In structural collapse scenarios, beam to column connections can be subjected to large rotations as the structure deforms, in addition to large axial forces associated with the development of catenary action. The capability of the connections to sustain these large rotations and axial forces can be a critical factor in whether alternate load paths can be developed, bridging over failed members. Because of this, it is important in structural collapse analysis that the interaction of bending moment and axial force, and their combined effect on connection failure, be accurately represented in the modeling of connections. This paper considers the modeling of two different typed of steel bolted connections for collapse analysis. One connections is a single plate shear connection, and the other type of connection is a moment connection with welded flanges: a welded unreinforced flange, bolted web (WUF-B) connection. Detailed finite element models of the connections are developed, consisting of solid elements with sufficient refinement to represent shear failure of bolts and bearing failure of plates. Model predictions are compared with available experimental data, and good agreement is observed. Simplified models are also developed, consisting of beam and spring elements interconnected by rigid links. The simplified models are developed on the basis of the detailed models, but can be executed much more rapidly, facilitating analysis of complete structural systems. In both the detailed and simplified models, a range of connection properties are considered, including different types, sizes, and numbers of bolts. The influence of these factors, as well as the beam span length, on the behavior of the connections in collapse scenarios is also considered.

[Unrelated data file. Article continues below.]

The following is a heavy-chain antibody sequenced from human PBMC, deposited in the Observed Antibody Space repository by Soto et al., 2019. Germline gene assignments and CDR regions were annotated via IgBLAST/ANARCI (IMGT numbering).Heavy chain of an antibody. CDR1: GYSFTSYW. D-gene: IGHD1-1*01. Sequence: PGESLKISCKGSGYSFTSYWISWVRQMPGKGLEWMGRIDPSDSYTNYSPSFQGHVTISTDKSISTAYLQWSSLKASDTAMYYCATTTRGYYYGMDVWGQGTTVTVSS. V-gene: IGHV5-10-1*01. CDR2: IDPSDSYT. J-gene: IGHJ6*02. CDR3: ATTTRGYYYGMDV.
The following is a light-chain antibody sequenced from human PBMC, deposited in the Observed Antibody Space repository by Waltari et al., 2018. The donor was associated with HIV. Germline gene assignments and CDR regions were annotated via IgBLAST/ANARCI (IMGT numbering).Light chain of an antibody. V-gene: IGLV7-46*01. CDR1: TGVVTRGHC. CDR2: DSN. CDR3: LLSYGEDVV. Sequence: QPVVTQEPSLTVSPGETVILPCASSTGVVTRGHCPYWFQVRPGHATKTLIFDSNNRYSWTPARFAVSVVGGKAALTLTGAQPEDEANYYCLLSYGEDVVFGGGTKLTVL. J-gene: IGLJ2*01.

Conference Dates: September 19-23, 2011
Conference Location: Seattle, WA
Conference Title: 14th International Symposium on Interaction of the Effects of Munitions with Structures
Pub Type: Conferences
Buildings, Connections, Finite element method, Nonlinear analysis, Progressive collapse, Seismic design, Steel structures.